The strip is designed to be bent at a right angle so you can turn the corners of the display as you make you way around. If your TV has an uneven back, like my 77C9, then MediaLight just suggest you simply leave an air gap and span this gap at a 45 degree angle, and then just follow the contours of the display. Once you’ve finished you can cut off any excess LED strip at the white line that crosses every pair of contacts.
Once that’s done you can attach the on/off toggle switch and plug it into the USB 3.0 port on your TV (or plug adapter if your TV doesn’t have a USB 3.0 port). Then you can simply turn the bias light on or off, or more likely just leave it on and have the lighting come on along with the TV. If you’re planning to use the remote control (and why wouldn’t you?), attach the dimmer between the LED strip and the toggle switch, and make sure the IR receiver is visible from the front.
That’s it, you’re pretty much good to go, aside from using the wire routing clips to tidy things up at the rear of your TV. Then all you need to do is sit down and adjust the brightness so that the halo of light around the screen is bright enough to ensure a more comfortable viewing experience and improved perceived contrast, but not so bright that the blacks and shadow detail are lost.
MediaLight delivers on its promise: an easy-to-install bias light that measures exactly to the industry standards
The MediaLight Mk2 Flex uses a zigzag pattern in the LED strip. This is done because instead of older units that relied on multiple strips all connected to the same 4-way splitter, the Mk2 has been optimised so the strip can run as a single piece around 3 or 4 sides, or in an inverted-U on the back of the display. Unlike the older Flex, the new strip can also easily make 90 degree turns.
How does it perform?
The MediaLight Mk2 Flex is designed to deliver a high-accuracy D65 6500K correlated colour temperature (CCT), and a colour rendering index (CRI) of at least 98 Ra. The CIE Ra value is the international standard colour rendering index, with 100 equalling standardised daylight.
What that essentially means is that the white light the LED strip produces exactly matches the D65 standard used for white in video production and distribution, and that the light it produces is almost identical to standardised daylight with an index of at least 98 out of 100.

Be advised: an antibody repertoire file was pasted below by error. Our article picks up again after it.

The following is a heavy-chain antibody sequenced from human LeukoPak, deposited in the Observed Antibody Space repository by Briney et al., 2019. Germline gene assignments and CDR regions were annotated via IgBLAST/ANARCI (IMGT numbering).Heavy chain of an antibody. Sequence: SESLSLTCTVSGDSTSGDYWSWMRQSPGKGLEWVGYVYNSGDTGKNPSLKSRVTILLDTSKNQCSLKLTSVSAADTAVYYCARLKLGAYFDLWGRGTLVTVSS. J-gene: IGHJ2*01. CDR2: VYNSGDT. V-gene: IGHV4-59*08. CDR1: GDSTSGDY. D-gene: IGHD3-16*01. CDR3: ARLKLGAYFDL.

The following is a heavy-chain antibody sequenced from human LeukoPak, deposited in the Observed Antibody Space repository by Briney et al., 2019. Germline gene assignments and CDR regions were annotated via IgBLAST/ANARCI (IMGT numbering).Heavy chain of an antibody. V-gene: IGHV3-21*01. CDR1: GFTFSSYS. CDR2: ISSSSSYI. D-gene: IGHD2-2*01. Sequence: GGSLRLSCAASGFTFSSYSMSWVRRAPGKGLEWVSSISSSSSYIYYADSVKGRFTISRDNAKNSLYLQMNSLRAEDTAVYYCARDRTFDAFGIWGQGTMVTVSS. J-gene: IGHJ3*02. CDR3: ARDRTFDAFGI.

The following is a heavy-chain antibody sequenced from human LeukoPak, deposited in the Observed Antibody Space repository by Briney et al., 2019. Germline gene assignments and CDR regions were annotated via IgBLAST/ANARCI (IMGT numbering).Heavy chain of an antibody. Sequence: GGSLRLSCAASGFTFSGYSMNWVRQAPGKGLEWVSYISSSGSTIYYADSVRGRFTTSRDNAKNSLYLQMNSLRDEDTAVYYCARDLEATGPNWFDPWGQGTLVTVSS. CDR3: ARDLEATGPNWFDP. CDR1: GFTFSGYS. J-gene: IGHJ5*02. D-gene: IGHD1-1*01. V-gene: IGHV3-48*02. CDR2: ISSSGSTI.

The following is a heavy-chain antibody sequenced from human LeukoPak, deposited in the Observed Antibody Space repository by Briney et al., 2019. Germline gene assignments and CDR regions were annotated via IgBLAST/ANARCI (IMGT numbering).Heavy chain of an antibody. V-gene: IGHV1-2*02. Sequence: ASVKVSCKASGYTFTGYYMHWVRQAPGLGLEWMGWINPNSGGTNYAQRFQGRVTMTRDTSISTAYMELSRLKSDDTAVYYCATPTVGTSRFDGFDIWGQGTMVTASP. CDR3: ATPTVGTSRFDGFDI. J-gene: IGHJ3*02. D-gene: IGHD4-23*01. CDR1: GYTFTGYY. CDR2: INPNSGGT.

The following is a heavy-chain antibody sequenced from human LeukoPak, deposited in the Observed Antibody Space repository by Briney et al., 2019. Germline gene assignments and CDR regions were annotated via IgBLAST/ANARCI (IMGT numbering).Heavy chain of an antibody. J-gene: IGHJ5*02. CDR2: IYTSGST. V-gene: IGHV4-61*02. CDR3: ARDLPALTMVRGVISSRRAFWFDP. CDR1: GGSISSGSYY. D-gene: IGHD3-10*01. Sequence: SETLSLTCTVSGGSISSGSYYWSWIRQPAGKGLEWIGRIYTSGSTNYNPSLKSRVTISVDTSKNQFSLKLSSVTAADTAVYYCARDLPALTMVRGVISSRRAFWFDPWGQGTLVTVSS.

To check this I took the LED strip into my home cinema before attaching it to my TV, and reflected the light it produces off my projector screen. I measured the colour temperature of this reflected light using my colour meter, and I was delighted to discover it is indeed 6500K, give take a few degrees.
When reflected off the white wall behind the TV, which is more of an off-white these days, the measurements were more variable. But this emphasises how important the colour of the wall behind the TV is, and for the best results I suggest grey. If you’re concerned that’s a bit boring, there’s nothing stopping you from using different patterns, textures or materials to jazz things up.
- Accurate bias lighting
- Extremely easy to install
- Includes a remote control
- Everything’s in the box
- Very affordable
- Nothing at this price
MediaLight Mk2 Flex TV Bias Lighting Review
The MediaLight Mk2 Flex does exactly what it says on the tin, allowing you to quickly and easily add bias lighting to your TV. The light itself is accurate, and thanks to the included remote control it’s easy to adjust the luminance to ensure a comfortable viewing environment that boosts perceived contrast without crushing the blacks.
The installation couldn’t be simpler, and everything you need is in the box, although the very best results you should definitely consider a grey wall behind the TV. If you own a Philips TV with Ambilight then just select the ISF neutral white Ambilight setting, but for anyone else this is the upgrade you’ve been waiting for.
Professionals always recommend adding bias lighting behind a display, especially if you watch a lot of TV in the evenings, and the MediaLight Mk2 Flex is the perfect solution. It’s very competitively priced, and I seriously doubt you could do it cheaper yourself. Even if you could, this approach is more convenient and the light produced is more accurate.
Ultimately, the MediaLight Mk2 Flex might the simplest, cheapest and best upgrade you can make to your home cinema setup.